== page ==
How South Dakota vs. Wayfair is Impacting Sales Tax Laws
The Supreme Court ruling on South Dakota vs Wayfair last year overturned “Quill”; no longer will physical presence be needed in a state for sales tax collection. The Supreme Court has given the states the power to require businesses to collect their sales tax, just by having a certain amount of sales in a state. Physical presence still creates nexus but is no longer needed.
A company will need to determine if they exceed the economic nexus thresholds that the Supreme Court ruled were acceptable. The ruling in South Dakota is:
If a remote/out of state seller has either $100,000 of sales or 200 transactions in the previous year or the current year they will be required to register, collect and remit South Dakota’s sales tax.
With this decision, there are currently about 40 other states that have similar laws requiring remote, out-of-state retailers to collect sales tax, that are either effective now or within a few months. We expect most other states to pass similar thresholds as soon as they can.
For example, Minnesota had an October 1st effective date; one it shared with Illinois, Indiana, North Dakota, and Wisconsin (among others). Here is a visual of the states and effective dates:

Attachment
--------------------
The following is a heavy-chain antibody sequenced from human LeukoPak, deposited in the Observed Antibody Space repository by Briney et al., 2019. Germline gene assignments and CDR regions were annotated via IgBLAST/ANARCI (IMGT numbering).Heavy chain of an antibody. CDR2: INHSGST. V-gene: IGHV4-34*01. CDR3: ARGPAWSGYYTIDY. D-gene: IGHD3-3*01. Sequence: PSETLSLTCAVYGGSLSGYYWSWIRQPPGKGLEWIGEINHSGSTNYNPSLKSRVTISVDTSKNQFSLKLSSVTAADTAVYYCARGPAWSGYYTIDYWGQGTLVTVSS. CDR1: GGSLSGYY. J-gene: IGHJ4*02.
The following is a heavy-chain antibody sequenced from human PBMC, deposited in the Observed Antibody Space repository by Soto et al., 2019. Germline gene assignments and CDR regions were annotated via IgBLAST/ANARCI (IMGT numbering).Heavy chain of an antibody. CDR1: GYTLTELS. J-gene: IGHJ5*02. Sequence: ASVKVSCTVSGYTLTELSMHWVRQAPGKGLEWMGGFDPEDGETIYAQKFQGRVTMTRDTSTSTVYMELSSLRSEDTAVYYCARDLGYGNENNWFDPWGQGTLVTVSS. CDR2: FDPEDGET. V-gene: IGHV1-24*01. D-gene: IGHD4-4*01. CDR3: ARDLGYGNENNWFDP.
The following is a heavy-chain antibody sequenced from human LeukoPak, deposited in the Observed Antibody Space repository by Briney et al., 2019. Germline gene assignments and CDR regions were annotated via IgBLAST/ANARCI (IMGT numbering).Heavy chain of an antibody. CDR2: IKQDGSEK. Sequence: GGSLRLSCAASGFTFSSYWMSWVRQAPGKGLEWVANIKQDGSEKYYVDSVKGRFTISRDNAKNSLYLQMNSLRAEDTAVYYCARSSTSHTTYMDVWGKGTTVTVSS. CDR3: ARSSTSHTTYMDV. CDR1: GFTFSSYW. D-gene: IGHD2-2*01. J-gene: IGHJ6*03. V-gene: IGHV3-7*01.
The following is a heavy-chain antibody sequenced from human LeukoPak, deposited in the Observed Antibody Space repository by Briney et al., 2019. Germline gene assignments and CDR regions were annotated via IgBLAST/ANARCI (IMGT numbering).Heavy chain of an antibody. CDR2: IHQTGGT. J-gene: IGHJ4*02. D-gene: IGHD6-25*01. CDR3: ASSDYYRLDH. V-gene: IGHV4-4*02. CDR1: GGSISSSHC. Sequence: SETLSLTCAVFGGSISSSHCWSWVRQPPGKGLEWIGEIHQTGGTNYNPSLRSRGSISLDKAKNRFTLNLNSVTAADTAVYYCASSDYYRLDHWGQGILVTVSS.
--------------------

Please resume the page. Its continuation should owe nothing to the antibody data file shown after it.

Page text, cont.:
Steps Redpath Can Help You Take
- Analyze sales and transactions by state with threshold tests;
- Software system assessment—companies will need a system to handle up to 10,000 state & local jurisdictions;
- Determination of the taxability of products, services, or customers;
- Identifying needed procedures to have in-place; from invoicing to exemption certificate management and beyond; and
- The registration and filing of returns.
We would love to go through everything you need to know for your specific situation including details about effective dates, thresholds, determination time periods, and instances of pending litigation for all of the different states that apply to you.